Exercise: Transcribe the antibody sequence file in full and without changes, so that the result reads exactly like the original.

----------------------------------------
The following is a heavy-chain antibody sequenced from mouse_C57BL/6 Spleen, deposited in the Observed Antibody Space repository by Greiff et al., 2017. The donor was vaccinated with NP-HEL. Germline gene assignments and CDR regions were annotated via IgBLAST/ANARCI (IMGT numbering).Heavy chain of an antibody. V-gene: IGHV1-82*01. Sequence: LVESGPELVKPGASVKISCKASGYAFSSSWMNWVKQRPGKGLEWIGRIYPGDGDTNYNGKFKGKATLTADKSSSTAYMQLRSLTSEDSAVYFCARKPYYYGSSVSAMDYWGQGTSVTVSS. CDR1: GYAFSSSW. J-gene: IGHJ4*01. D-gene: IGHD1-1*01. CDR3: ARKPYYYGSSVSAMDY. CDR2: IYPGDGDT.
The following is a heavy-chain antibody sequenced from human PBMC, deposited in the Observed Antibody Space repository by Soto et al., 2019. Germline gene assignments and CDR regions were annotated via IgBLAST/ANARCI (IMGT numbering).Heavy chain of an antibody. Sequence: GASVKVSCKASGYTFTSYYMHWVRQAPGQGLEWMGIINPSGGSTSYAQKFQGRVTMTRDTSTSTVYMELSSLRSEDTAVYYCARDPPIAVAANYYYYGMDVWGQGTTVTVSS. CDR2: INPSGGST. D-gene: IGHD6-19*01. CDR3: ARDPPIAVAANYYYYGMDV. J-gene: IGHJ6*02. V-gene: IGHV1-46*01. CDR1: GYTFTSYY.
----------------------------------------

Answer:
The following is a heavy-chain antibody sequenced from mouse_C57BL/6 Spleen, deposited in the Observed Antibody Space repository by Greiff et al., 2017. The donor was vaccinated with NP-HEL. Germline gene assignments and CDR regions were annotated via IgBLAST/ANARCI (IMGT numbering).Heavy chain of an antibody. V-gene: IGHV1-82*01. Sequence: LVESGPELVKPGASVKISCKASGYAFSSSWMNWVKQRPGKGLEWIGRIYPGDGDTNYNGKFKGKATLTADKSSSTAYMQLRSLTSEDSAVYFCARKPYYYGSSVSAMDYWGQGTSVTVSS. CDR1: GYAFSSSW. J-gene: IGHJ4*01. D-gene: IGHD1-1*01. CDR3: ARKPYYYGSSVSAMDY. CDR2: IYPGDGDT.
The following is a heavy-chain antibody sequenced from human PBMC, deposited in the Observed Antibody Space repository by Soto et al., 2019. Germline gene assignments and CDR regions were annotated via IgBLAST/ANARCI (IMGT numbering).Heavy chain of an antibody. Sequence: GASVKVSCKASGYTFTSYYMHWVRQAPGQGLEWMGIINPSGGSTSYAQKFQGRVTMTRDTSTSTVYMELSSLRSEDTAVYYCARDPPIAVAANYYYYGMDVWGQGTTVTVSS. CDR2: INPSGGST. D-gene: IGHD6-19*01. CDR3: ARDPPIAVAANYYYYGMDV. J-gene: IGHJ6*02. V-gene: IGHV1-46*01. CDR1: GYTFTSYY.